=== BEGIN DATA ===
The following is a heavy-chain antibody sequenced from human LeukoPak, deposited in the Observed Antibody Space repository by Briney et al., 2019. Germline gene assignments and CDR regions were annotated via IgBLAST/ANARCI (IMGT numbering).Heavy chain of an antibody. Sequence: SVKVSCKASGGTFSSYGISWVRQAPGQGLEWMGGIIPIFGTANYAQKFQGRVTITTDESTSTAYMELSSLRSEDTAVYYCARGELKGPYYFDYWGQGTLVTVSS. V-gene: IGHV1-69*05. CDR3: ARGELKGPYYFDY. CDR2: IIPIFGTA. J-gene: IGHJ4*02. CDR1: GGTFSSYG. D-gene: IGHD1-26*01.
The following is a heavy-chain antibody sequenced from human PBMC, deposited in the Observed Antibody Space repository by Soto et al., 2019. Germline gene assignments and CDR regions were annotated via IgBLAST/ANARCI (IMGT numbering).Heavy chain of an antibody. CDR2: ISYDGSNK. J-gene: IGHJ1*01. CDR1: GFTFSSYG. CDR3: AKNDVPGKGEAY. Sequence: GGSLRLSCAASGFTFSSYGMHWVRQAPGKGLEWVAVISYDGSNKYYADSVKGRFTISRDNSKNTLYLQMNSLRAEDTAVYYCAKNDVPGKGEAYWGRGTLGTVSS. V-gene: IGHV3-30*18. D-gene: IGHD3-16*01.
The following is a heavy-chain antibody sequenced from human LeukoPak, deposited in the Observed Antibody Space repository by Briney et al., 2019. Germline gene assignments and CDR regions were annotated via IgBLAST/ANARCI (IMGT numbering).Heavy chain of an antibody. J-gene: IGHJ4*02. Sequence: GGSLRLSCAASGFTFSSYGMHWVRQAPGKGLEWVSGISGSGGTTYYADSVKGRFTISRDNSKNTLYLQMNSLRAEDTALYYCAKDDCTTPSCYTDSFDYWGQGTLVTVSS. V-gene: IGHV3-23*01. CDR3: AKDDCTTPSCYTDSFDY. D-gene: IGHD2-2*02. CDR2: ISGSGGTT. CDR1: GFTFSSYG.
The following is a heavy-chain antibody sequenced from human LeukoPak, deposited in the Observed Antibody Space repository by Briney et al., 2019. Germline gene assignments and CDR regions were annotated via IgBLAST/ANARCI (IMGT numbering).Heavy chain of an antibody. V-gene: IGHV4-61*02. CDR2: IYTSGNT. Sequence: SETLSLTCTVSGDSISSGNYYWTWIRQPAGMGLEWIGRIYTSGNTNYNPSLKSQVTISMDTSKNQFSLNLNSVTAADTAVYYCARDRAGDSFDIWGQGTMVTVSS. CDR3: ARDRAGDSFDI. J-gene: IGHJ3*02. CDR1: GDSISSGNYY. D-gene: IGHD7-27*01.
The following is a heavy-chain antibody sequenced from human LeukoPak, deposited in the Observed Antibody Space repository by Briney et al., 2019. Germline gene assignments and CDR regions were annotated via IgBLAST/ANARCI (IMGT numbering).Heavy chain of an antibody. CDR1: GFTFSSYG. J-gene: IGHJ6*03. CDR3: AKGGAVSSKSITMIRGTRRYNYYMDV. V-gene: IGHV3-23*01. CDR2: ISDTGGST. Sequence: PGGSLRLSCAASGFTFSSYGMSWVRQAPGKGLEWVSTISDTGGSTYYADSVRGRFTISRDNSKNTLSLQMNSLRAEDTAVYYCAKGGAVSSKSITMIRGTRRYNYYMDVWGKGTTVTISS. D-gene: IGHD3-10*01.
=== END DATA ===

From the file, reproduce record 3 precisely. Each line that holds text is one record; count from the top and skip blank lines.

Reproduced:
The following is a heavy-chain antibody sequenced from human LeukoPak, deposited in the Observed Antibody Space repository by Briney et al., 2019. Germline gene assignments and CDR regions were annotated via IgBLAST/ANARCI (IMGT numbering).Heavy chain of an antibody. J-gene: IGHJ4*02. Sequence: GGSLRLSCAASGFTFSSYGMHWVRQAPGKGLEWVSGISGSGGTTYYADSVKGRFTISRDNSKNTLYLQMNSLRAEDTALYYCAKDDCTTPSCYTDSFDYWGQGTLVTVSS. V-gene: IGHV3-23*01. CDR3: AKDDCTTPSCYTDSFDY. D-gene: IGHD2-2*02. CDR2: ISGSGGTT. CDR1: GFTFSSYG.